- Start broadly—the first rating scale to administer should be a broad outcome measure that covers many diagnostic categories like the DSM-5 Self-Rated Level 1 Cross-Cutting Symptom Measure-Adult.
- Focus in on problem areas—after a broad outcome measure is administered, and issues are identified, you can use other scales to gather specifics. For example, if depression is detected, you might decide to give the PHQ-9. If the patient has experienced trauma, you might also give the PCL-5.
- Set goals—once you have a more focused understanding of the patient’s symptoms, you can set goals. The ultimate goal in most cases is to achieve remission but you will need smaller, more manageable goals along the way.
- Take action—discuss outcome measures with the patient on a regular basis. Discuss improvement, discuss deterioration, and discuss adjustments in treatment plans.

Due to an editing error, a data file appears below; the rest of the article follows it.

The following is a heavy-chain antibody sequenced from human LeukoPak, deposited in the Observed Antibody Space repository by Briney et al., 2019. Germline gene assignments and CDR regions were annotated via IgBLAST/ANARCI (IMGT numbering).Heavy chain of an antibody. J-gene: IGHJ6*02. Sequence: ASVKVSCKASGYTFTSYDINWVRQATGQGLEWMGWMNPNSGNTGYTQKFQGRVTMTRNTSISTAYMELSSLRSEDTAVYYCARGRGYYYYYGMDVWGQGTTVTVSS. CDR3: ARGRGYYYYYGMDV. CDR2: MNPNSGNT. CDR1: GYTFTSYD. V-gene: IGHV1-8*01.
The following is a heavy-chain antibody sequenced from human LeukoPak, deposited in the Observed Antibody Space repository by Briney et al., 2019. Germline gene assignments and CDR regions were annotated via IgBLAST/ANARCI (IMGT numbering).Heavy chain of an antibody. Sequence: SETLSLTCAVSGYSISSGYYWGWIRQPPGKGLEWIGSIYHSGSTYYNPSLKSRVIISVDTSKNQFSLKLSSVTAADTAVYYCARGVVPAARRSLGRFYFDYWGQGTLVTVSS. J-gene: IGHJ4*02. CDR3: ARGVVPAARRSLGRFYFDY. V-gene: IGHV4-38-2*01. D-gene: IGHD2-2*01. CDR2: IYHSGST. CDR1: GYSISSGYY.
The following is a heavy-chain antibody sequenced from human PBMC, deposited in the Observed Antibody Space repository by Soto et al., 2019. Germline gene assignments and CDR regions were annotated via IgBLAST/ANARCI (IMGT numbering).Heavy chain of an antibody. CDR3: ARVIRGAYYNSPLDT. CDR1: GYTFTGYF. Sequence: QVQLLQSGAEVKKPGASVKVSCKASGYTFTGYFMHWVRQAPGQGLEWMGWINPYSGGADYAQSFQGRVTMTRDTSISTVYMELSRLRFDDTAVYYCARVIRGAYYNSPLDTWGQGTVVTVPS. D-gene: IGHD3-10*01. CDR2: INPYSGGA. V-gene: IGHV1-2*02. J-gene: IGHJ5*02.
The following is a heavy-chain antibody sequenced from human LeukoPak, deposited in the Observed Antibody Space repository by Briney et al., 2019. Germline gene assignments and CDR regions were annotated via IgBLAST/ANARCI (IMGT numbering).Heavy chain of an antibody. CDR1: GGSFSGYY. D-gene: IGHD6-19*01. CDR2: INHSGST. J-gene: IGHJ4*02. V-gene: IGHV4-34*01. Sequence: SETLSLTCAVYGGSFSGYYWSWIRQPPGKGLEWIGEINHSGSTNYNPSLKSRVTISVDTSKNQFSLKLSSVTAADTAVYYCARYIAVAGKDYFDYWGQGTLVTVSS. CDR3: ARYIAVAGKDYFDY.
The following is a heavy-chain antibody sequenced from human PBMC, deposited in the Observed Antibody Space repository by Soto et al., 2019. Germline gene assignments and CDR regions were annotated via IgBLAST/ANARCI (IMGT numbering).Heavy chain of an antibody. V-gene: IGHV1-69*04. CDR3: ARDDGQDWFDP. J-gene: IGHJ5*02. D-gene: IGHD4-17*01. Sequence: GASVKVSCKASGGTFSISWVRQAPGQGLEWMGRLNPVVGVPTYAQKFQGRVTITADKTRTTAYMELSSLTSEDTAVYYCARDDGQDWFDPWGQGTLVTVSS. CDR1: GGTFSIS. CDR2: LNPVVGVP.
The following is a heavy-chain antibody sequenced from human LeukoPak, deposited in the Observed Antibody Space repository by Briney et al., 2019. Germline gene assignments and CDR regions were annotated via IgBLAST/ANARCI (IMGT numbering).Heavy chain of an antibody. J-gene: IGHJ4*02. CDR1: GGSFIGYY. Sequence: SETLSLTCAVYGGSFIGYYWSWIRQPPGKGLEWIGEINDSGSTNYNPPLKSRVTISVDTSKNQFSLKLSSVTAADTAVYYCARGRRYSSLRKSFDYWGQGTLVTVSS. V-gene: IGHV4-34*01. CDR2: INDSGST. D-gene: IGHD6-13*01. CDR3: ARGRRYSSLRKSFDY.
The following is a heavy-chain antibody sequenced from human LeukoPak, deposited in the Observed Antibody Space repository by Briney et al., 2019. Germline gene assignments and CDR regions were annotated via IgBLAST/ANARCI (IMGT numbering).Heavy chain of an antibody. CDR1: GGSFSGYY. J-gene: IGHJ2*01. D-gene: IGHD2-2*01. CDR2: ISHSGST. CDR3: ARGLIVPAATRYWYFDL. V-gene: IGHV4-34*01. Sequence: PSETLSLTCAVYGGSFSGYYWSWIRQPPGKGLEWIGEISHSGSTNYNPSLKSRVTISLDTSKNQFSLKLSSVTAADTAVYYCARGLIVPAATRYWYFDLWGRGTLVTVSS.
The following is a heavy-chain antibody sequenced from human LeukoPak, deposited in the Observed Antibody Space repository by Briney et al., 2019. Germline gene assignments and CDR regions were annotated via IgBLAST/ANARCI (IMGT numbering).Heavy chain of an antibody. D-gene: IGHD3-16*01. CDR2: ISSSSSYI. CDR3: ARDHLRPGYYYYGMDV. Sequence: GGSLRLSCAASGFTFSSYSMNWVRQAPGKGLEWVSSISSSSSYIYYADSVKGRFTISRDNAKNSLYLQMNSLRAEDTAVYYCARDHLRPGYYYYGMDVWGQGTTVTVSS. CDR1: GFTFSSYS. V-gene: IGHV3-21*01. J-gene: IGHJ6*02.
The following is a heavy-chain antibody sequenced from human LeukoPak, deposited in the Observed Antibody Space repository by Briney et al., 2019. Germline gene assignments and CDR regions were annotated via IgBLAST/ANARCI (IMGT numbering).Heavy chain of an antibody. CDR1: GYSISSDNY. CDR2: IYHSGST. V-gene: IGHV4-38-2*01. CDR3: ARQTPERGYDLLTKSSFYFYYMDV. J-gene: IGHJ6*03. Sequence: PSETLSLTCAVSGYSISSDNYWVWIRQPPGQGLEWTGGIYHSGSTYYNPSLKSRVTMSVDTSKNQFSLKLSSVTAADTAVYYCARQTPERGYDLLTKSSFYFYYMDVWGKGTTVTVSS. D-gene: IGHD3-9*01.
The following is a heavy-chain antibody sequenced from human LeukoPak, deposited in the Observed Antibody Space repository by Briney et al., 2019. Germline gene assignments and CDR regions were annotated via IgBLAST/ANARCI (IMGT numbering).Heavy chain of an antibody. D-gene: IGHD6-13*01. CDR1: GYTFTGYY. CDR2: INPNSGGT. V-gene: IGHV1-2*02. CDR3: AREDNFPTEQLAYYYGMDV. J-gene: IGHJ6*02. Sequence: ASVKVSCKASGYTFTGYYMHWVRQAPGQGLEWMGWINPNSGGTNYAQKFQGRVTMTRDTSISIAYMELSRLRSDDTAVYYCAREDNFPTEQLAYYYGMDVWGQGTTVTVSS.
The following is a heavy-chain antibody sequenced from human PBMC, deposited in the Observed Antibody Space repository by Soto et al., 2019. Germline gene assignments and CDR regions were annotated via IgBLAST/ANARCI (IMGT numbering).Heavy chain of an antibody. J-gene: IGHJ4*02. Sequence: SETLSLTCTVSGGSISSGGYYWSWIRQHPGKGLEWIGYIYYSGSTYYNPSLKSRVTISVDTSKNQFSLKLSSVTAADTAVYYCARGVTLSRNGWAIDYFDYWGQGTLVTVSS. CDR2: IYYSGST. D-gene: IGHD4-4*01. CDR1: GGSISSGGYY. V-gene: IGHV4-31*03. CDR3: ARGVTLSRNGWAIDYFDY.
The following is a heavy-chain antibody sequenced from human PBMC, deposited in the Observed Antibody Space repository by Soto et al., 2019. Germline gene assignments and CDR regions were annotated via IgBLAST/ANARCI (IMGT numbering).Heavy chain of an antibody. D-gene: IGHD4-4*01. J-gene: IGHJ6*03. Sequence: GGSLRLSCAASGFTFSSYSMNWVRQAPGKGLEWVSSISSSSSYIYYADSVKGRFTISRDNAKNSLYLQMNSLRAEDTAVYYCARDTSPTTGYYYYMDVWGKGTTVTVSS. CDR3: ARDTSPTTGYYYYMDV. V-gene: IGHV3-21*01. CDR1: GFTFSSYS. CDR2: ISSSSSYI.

Measurement-Based Care is Easy with the Right Tools
Valant’s Behavioral Health EHR takes the barriers out of creating a measurement-based care practice. Over 65 rating scales come standard in Valant’s software. Staff can push an outcome measure automatically to a patient and once a patient completes it, the information automatically flows into clinical notes as narrative, saving the clinician valuable time and supporting higher-level coding when appropriate. The data can then be visualized graphically in the chart to support patient-clinician collaboration and data-driven decision making and treatment planning.
Valant allows the clinician to focus on the patient, not the tedium that comes with administration. Measurement-based care is easy to introduce into a practice and provides a myriad of benefits for clients, clinicians, and payers.